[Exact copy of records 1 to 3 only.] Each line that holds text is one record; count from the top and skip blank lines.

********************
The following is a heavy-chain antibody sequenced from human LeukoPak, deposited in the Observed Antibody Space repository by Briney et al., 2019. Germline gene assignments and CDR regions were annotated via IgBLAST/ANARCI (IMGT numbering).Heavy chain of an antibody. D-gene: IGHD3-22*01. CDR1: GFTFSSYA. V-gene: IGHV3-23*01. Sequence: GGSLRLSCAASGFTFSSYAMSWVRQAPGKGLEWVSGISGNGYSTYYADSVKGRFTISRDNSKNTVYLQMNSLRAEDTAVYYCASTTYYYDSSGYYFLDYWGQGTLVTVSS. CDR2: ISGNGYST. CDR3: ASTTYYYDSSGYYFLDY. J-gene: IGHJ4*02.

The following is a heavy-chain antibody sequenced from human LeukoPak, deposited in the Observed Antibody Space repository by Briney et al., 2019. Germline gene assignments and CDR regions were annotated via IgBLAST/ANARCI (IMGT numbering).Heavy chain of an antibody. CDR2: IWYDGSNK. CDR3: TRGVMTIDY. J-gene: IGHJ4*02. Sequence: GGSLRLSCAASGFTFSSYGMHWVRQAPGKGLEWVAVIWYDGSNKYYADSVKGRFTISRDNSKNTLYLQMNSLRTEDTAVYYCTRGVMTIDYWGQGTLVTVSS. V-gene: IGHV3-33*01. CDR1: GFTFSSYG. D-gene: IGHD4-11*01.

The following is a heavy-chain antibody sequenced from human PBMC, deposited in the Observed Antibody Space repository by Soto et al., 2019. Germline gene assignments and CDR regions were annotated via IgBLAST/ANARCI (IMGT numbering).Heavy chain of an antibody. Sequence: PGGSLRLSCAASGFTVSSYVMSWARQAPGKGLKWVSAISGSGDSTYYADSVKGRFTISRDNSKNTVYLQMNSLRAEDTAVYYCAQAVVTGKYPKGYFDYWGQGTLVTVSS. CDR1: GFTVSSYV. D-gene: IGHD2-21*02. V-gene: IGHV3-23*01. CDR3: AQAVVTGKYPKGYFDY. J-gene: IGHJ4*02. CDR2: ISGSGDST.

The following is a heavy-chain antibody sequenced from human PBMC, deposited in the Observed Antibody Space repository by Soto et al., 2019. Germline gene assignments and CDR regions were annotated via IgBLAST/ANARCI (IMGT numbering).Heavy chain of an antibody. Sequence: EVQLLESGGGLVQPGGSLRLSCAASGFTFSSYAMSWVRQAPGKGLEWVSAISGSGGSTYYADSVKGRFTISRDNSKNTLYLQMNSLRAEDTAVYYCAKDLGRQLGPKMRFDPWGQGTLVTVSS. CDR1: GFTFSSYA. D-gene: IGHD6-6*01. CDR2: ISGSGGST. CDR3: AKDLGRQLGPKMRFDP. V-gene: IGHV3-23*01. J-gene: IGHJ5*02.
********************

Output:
The following is a heavy-chain antibody sequenced from human LeukoPak, deposited in the Observed Antibody Space repository by Briney et al., 2019. Germline gene assignments and CDR regions were annotated via IgBLAST/ANARCI (IMGT numbering).Heavy chain of an antibody. D-gene: IGHD3-22*01. CDR1: GFTFSSYA. V-gene: IGHV3-23*01. Sequence: GGSLRLSCAASGFTFSSYAMSWVRQAPGKGLEWVSGISGNGYSTYYADSVKGRFTISRDNSKNTVYLQMNSLRAEDTAVYYCASTTYYYDSSGYYFLDYWGQGTLVTVSS. CDR2: ISGNGYST. CDR3: ASTTYYYDSSGYYFLDY. J-gene: IGHJ4*02.

The following is a heavy-chain antibody sequenced from human LeukoPak, deposited in the Observed Antibody Space repository by Briney et al., 2019. Germline gene assignments and CDR regions were annotated via IgBLAST/ANARCI (IMGT numbering).Heavy chain of an antibody. CDR2: IWYDGSNK. CDR3: TRGVMTIDY. J-gene: IGHJ4*02. Sequence: GGSLRLSCAASGFTFSSYGMHWVRQAPGKGLEWVAVIWYDGSNKYYADSVKGRFTISRDNSKNTLYLQMNSLRTEDTAVYYCTRGVMTIDYWGQGTLVTVSS. V-gene: IGHV3-33*01. CDR1: GFTFSSYG. D-gene: IGHD4-11*01.

The following is a heavy-chain antibody sequenced from human PBMC, deposited in the Observed Antibody Space repository by Soto et al., 2019. Germline gene assignments and CDR regions were annotated via IgBLAST/ANARCI (IMGT numbering).Heavy chain of an antibody. Sequence: PGGSLRLSCAASGFTVSSYVMSWARQAPGKGLKWVSAISGSGDSTYYADSVKGRFTISRDNSKNTVYLQMNSLRAEDTAVYYCAQAVVTGKYPKGYFDYWGQGTLVTVSS. CDR1: GFTVSSYV. D-gene: IGHD2-21*02. V-gene: IGHV3-23*01. CDR3: AQAVVTGKYPKGYFDY. J-gene: IGHJ4*02. CDR2: ISGSGDST.